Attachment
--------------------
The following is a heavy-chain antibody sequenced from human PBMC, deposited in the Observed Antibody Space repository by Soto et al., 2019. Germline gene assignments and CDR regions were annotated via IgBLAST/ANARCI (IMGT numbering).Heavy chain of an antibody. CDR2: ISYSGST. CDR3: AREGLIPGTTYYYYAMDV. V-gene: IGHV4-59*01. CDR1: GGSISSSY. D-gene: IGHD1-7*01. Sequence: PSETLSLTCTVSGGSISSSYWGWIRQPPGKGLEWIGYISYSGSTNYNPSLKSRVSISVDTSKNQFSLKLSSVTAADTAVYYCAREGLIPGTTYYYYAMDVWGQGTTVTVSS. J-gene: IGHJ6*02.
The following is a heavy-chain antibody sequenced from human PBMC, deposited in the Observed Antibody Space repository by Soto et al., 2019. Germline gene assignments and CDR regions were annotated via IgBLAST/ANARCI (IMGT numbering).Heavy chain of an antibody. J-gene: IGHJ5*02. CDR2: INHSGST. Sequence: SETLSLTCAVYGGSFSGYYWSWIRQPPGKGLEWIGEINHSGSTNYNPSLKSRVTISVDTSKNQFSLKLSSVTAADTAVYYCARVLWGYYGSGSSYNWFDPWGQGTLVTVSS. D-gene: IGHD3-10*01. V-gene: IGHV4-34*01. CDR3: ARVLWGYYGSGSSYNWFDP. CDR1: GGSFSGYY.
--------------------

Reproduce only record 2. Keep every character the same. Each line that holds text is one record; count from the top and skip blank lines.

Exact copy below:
The following is a heavy-chain antibody sequenced from human PBMC, deposited in the Observed Antibody Space repository by Soto et al., 2019. Germline gene assignments and CDR regions were annotated via IgBLAST/ANARCI (IMGT numbering).Heavy chain of an antibody. J-gene: IGHJ5*02. CDR2: INHSGST. Sequence: SETLSLTCAVYGGSFSGYYWSWIRQPPGKGLEWIGEINHSGSTNYNPSLKSRVTISVDTSKNQFSLKLSSVTAADTAVYYCARVLWGYYGSGSSYNWFDPWGQGTLVTVSS. D-gene: IGHD3-10*01. V-gene: IGHV4-34*01. CDR3: ARVLWGYYGSGSSYNWFDP. CDR1: GGSFSGYY.